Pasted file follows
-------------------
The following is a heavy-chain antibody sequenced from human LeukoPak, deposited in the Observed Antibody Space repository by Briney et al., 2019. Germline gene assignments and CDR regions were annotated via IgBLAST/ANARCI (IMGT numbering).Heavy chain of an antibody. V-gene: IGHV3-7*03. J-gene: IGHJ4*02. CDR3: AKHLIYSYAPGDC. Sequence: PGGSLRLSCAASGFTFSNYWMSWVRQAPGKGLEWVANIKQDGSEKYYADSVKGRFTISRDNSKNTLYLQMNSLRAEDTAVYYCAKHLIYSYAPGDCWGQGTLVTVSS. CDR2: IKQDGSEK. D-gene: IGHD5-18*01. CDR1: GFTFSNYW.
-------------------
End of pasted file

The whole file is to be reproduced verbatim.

The following is a heavy-chain antibody sequenced from human LeukoPak, deposited in the Observed Antibody Space repository by Briney et al., 2019. Germline gene assignments and CDR regions were annotated via IgBLAST/ANARCI (IMGT numbering).Heavy chain of an antibody. V-gene: IGHV3-7*03. J-gene: IGHJ4*02. CDR3: AKHLIYSYAPGDC. Sequence: PGGSLRLSCAASGFTFSNYWMSWVRQAPGKGLEWVANIKQDGSEKYYADSVKGRFTISRDNSKNTLYLQMNSLRAEDTAVYYCAKHLIYSYAPGDCWGQGTLVTVSS. CDR2: IKQDGSEK. D-gene: IGHD5-18*01. CDR1: GFTFSNYW.